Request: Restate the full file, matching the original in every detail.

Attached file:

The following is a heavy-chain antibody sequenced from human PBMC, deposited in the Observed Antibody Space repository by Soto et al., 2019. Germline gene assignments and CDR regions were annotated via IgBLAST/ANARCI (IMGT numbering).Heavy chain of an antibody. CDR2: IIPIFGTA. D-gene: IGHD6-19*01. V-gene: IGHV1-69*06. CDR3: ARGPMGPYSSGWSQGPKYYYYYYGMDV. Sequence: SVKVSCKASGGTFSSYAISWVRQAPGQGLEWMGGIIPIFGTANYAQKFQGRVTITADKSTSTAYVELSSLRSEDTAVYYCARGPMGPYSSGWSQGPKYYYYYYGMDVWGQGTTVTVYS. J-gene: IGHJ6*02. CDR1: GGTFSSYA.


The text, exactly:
The following is a heavy-chain antibody sequenced from human PBMC, deposited in the Observed Antibody Space repository by Soto et al., 2019. Germline gene assignments and CDR regions were annotated via IgBLAST/ANARCI (IMGT numbering).Heavy chain of an antibody. CDR2: IIPIFGTA. D-gene: IGHD6-19*01. V-gene: IGHV1-69*06. CDR3: ARGPMGPYSSGWSQGPKYYYYYYGMDV. Sequence: SVKVSCKASGGTFSSYAISWVRQAPGQGLEWMGGIIPIFGTANYAQKFQGRVTITADKSTSTAYVELSSLRSEDTAVYYCARGPMGPYSSGWSQGPKYYYYYYGMDVWGQGTTVTVYS. J-gene: IGHJ6*02. CDR1: GGTFSSYA.